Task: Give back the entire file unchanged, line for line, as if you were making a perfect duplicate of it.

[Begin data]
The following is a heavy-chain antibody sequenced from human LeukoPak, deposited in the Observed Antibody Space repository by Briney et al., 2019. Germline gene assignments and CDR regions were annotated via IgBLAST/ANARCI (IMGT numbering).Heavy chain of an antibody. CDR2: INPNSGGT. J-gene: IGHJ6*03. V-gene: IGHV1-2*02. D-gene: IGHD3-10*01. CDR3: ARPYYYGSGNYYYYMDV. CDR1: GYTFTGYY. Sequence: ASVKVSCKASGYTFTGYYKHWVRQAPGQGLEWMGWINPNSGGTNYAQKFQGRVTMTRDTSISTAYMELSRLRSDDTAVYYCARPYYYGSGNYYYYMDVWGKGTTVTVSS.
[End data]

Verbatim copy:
The following is a heavy-chain antibody sequenced from human LeukoPak, deposited in the Observed Antibody Space repository by Briney et al., 2019. Germline gene assignments and CDR regions were annotated via IgBLAST/ANARCI (IMGT numbering).Heavy chain of an antibody. CDR2: INPNSGGT. J-gene: IGHJ6*03. V-gene: IGHV1-2*02. D-gene: IGHD3-10*01. CDR3: ARPYYYGSGNYYYYMDV. CDR1: GYTFTGYY. Sequence: ASVKVSCKASGYTFTGYYKHWVRQAPGQGLEWMGWINPNSGGTNYAQKFQGRVTMTRDTSISTAYMELSRLRSDDTAVYYCARPYYYGSGNYYYYMDVWGKGTTVTVSS.